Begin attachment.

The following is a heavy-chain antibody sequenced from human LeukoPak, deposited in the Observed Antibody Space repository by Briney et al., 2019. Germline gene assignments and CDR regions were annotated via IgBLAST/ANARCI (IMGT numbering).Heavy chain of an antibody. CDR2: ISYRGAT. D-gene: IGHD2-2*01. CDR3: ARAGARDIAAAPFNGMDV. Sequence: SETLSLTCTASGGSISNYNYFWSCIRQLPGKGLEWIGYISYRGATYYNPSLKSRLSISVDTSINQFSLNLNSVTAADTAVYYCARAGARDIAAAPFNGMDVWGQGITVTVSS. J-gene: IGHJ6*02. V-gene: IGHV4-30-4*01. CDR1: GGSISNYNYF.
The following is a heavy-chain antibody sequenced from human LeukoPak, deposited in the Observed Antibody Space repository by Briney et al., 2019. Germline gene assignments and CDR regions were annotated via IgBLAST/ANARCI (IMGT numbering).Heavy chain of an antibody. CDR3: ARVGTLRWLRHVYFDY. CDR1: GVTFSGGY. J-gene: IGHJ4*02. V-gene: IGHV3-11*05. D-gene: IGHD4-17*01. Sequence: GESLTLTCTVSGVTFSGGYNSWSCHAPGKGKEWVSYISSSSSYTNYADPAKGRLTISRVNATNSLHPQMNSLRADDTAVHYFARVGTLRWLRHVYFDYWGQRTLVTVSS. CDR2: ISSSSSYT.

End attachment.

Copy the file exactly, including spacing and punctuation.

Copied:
The following is a heavy-chain antibody sequenced from human LeukoPak, deposited in the Observed Antibody Space repository by Briney et al., 2019. Germline gene assignments and CDR regions were annotated via IgBLAST/ANARCI (IMGT numbering).Heavy chain of an antibody. CDR2: ISYRGAT. D-gene: IGHD2-2*01. CDR3: ARAGARDIAAAPFNGMDV. Sequence: SETLSLTCTASGGSISNYNYFWSCIRQLPGKGLEWIGYISYRGATYYNPSLKSRLSISVDTSINQFSLNLNSVTAADTAVYYCARAGARDIAAAPFNGMDVWGQGITVTVSS. J-gene: IGHJ6*02. V-gene: IGHV4-30-4*01. CDR1: GGSISNYNYF.
The following is a heavy-chain antibody sequenced from human LeukoPak, deposited in the Observed Antibody Space repository by Briney et al., 2019. Germline gene assignments and CDR regions were annotated via IgBLAST/ANARCI (IMGT numbering).Heavy chain of an antibody. CDR3: ARVGTLRWLRHVYFDY. CDR1: GVTFSGGY. J-gene: IGHJ4*02. V-gene: IGHV3-11*05. D-gene: IGHD4-17*01. Sequence: GESLTLTCTVSGVTFSGGYNSWSCHAPGKGKEWVSYISSSSSYTNYADPAKGRLTISRVNATNSLHPQMNSLRADDTAVHYFARVGTLRWLRHVYFDYWGQRTLVTVSS. CDR2: ISSSSSYT.